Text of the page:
The first journey for Te Kaunihera outside Aotearoa and into the Pacific occurred in 1986. Along with the then NZNA, Te Kaunihera members (accompanied bykaumātua) attended the South Pacific Nurses Forum (SPNF) in Rarotonga. Both organisations considered themselves to have the authority to represent and speak about nursing and health matters affecting the people of Aotearoa: NZNA as the mainstream-national nursing organisation in the country; and Te Kaunihera/NCMN as the newly-formed and mandated indigenous-Māori national nursing organisation.

After a meeting called by the presidents of both groups, to negotiate a position for Te Kaunihera as the Aotearoa indigenous speakers on Māori health, we resolved to sit at the Forum delegates’ table as equal partners and to each present national reports from our respective views of Aotearoa. This position was added to the South Pacific Nurses Forum (SPNF) constitution when the conference resumed the next day. That SPNF constitution was ratified two years later in Port Moresby, Papua New Guinea where the Forum was attended by the then Te Kaunihera president Tuila Tenari and two other Te Kaunihera members.

Among Te Kaunihera attendees in that first Rarotonga Forum back in 1986 were Te Kaunihera kaumātua Putiputi O’Brien (Patroness, Ngati Awa), Hohepa Kereopa (kaumātua support, Kutarere Opotiki), Mahia Wallace (Te Arawa) and Marge Rau-Kupa (Taranaki). This attendance secured the place of Te Kaunihera as the tangata whenua nursing partner at international forums alongside other nursing colleagues from New Zealand. It was the result of difficult negotiations with NZNA at that time, however the outcome was mutual respect between the two national nursing entities and it provided the much needed nursing front from Aotearoa.

Table 1:

Currently, membership of Te Kaunihera o Ngā Neehi Māori o Aotearoa is increasing and its presence is felt and sought after at national and international nursing forums. We are motivated to continue the legacy of our passionate Māori nurse predecessors – of ka whawhai tonu mātou (struggle without end). We stand united and continue to be the voice of our people to – Waerea Te Ara Ki Te Ora – Clear the way towards total health and wellbeing, including Te Ōhanga Mataora – nurturing the well face.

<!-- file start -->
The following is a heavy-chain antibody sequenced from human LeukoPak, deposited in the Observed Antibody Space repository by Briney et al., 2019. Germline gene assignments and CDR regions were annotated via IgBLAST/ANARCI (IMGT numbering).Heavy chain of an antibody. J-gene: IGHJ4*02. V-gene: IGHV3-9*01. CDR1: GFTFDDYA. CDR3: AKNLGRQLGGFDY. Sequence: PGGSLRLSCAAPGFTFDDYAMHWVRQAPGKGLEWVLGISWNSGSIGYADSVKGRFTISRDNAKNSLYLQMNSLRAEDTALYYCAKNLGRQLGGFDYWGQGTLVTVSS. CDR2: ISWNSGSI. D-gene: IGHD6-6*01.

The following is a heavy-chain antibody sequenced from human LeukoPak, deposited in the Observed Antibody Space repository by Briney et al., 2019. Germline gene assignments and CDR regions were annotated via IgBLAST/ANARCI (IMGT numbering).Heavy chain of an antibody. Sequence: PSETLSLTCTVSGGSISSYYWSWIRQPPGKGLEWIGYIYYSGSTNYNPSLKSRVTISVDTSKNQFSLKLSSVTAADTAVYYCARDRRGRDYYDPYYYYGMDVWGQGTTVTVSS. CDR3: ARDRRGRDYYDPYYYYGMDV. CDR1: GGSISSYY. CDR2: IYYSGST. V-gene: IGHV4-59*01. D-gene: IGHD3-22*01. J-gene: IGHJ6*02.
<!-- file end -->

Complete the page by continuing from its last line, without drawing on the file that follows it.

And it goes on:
We have much to look ahead to with some of our major projects identified for implementation. Three main focus areas in 2014-15 are: recruitment and retention, workforce development; and monitoring for best nursing practices in Kawa Whakaruruhau – cultural safety, quality, and competence in nursing education and service delivery. The role of our National Executive team is to support implementation in these focus areas.

The National Executive members of Te Kaunihera o Ngā Neehi Māori o Aotearoa are currently: Hemaima Hughes (President) and Mr Lewis Boyles, both from Te Tau Ihu o Te Waka a Maui Whakatu Nelson Branch; Margareth Broodkoorn representing Te Tai Tokerau Northland region; Linda Thompson and Caroline McKinney representing Tamaki Makaurau Auckland region; Jean Batt representing the Waiariki region; Donna Foxall  representing Ikaroa-Rawhiti region; Vicki Simon representing Te Tai Hauāuru; and Ada Campbell representing Waitaha/Canterbury region. We can be contacted at:  Linda Thompson, National Executive member, 2014.


  • The Minutes of the First Meeting of Māori Nurses Auckland Region, 4th September 1983
  • Report of the Auckland Māori Nurses Inauguration Hui October 28-30 1983.
  • Report on the Māori Nurses Hui held at Te Puea Marae. February 24-26 1984.
  • Ministerial Speech: Minister of Health’s address to the Annual General Meeting of the New Zealand Nurses’ Association, Wellington. 4th April 1984